However, in-grid teleports from one region to another are not currently enabled, and neither are hypergrid teleports to other OpenSim grids.
One reason is security — each region currently has its own access list, its own logins and passwords, though this is transparent to the end user.
“We really think of it as people having different worlds, but in the same universe,” Tochner said.
The first item on the development agenda is allow people to give the company money. Today, the only way to get Kitely Credits is to register for an account, create a region, and invite users. Kitely gives free credits to users who complete those steps. There’s currently no way to pay for additional credits.
A related feature will be an in-world economy, allowing users to pay a fee to attend a meeting on another region, or to buy or rent assets like conference calls for special events.
The company hasn’t decided yet whether to make Kitely Credits fully convetible.
“There’s a lot of issues about turning a completely virtual currency into an exchangeable currency,” he said. “There¬†are obvious benefits to going both ways. If it’s completely virtual, you can have¬†gambling¬†and so forth.”
One option is to have two currencies — a fictional currency for games, and a convertible currency for other purposes. For example, Kitely may allow the convertible OMC currency from Virwox. Meanwhile, users can accept PayPal in-world, Tochner added.
The company is currently planning to give away¬†3 million Kitely Credits to testers, he said. “That means the possiblity of us paying quite a bit of money to Amazon.”
Another critical item on the agenda is adding voice.
“This is something we think is¬†extremely¬†important,” Tochner said. However, the best voice option — Vivox — is priced on a per-region basis and wouldn’t work well in this model.
“We could have millions of regions,” said Tochner. “We’ll probably go more for a Whisper solution.”
Whisper works like Vivox — it’s fully directional, and supports speaker indications. And it’s free. However, it is not currently installed by default in viewers. One possibility is to install it for users as part of the Kitely plugin. “That should give us flexibility,” Tochner said.
Another to-do item is allowing individual sims to be larger.
“Currently, each world is just a single region,” he said. Larger worlds could come in the form of megaregions, he said. Another future option will be to allow users to locate new regions next door to existing regions, so that visitors can walk or fly between them.
Today, Kitely automatically loads the default Second Life viewer. But some users may want to access their regions with, say, Imprudence — which allows the export and upload of individual objects.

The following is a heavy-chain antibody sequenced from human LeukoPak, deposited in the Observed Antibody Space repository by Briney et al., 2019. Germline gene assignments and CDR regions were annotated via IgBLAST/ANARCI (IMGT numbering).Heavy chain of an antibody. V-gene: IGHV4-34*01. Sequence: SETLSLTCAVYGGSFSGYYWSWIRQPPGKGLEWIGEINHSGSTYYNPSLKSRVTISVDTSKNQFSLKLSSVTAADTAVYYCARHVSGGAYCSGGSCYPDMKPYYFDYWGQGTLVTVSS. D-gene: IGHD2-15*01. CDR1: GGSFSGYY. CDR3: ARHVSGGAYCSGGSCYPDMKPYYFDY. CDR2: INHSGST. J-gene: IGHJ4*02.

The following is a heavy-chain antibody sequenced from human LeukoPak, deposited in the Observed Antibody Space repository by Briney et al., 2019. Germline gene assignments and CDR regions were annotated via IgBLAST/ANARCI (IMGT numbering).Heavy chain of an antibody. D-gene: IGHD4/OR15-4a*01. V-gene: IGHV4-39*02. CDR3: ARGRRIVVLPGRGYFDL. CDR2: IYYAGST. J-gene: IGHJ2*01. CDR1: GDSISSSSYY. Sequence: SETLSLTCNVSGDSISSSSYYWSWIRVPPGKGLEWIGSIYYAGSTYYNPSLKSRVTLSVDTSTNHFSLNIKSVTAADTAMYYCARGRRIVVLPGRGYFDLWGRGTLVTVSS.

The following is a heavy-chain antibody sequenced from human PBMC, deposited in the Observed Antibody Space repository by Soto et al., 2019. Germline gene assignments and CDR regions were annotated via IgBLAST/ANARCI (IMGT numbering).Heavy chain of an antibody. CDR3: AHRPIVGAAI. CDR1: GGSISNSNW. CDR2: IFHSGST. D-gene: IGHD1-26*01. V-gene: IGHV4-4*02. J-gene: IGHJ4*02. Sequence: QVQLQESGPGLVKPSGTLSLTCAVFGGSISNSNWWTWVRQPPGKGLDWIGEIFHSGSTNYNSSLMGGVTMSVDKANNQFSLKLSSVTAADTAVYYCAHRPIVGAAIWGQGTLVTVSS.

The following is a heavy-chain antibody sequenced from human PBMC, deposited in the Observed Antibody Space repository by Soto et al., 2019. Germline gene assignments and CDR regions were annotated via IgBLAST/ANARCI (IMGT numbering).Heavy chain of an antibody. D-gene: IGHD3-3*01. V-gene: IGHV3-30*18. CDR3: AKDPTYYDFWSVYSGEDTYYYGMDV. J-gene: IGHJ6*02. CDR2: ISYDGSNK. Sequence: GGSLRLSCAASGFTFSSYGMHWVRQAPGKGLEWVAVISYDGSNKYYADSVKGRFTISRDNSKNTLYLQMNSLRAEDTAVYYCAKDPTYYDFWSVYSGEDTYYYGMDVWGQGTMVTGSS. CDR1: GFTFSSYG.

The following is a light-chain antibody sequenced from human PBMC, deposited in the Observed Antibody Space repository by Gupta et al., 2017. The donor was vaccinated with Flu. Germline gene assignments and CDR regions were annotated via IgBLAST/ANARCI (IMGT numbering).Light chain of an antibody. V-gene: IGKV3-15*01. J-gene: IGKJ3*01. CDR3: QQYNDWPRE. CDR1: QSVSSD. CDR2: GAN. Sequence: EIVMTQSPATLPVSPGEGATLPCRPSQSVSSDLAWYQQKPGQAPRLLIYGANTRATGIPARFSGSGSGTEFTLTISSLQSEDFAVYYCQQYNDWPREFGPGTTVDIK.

“We’re already thinking of solutions for switching on demand,” Tochner said.
Export features are also coming. Today, users can upload OAR files but can’t download them. That will come, as well as IAR — inventory archive — exports and uploads.”People’s content is their own,” he said. “We make no play on it. We have no intention of locking people in by taking their content hostage.”
Hypergrid teleports are also on the company’s to-do list, allowing users to visit regions on other grids to meet friends, attend events, or shop for content.
If a region owner is worried about strangers coming in and stealing content, they can set the permissions so that only their friends are allowed access.
However, if content is stolen, and reappears on another sim without permission, then Kitely will immediately respond to DMCA take down requests.
“We want to be as content-owner friendly as we possibly can,” he said.
In fact, the Facebook login feature was specifically chosen to reduce griefing, since Facebook does not allow anonymous accounts.
Finally, the most controversial aspect of Kitely — the Facebook login — will also evolve, he said. Other options will include LinkedIn, Twitter, and OpenID authentication.And enterprise clients will be able to authenticate users via their corporate directories.
People will also be able to create multiple anonymous avatars and link them to their master user account, Tochner said. However, individual sim owners have the freedom to not allow such users to visit their sims.
Kitely began testing the service a few days ago, Tochner said, in super-secret stealth mode.
“We didn’t even tell anyone, not even our friends or family,” he said. “We’re still hunting down bugs, of which there are plenty.”
Tochner and his co-founder,¬†Oren Hurvitz, began working on Kitely in 2008 as a bootstrapped project. Hurvitz worked on it around a job at another startup. Tochner was a stay-at-home dad who worked around his child’s sleep schedule.
“It is a project of love,” Tochner said. “We¬†hope we get community support. Our success depends on us getting enough users to turn it from a ‘nice project,’ as my wife’s family calls it.”
The approach Kitely is taking could, in theory, be used by other grids.
“One of the problems that Second Life itself has, and one of the reasons they’re charging so much, is they’re charging per land instead of¬†charging¬†by user time,” he said.
Companies looking to use Kitely to run their own grids will soon be able to do that, he added. This includes an option where the management of the grid takes place behind a corporate firewall, for extra security – though the regions themselves will still be run in the Amazon EC2 cloud.
Kitely is also developing an API so that corporate clients can use the service transparently.
“We are a behind-the-scenes utility,” Tochner said.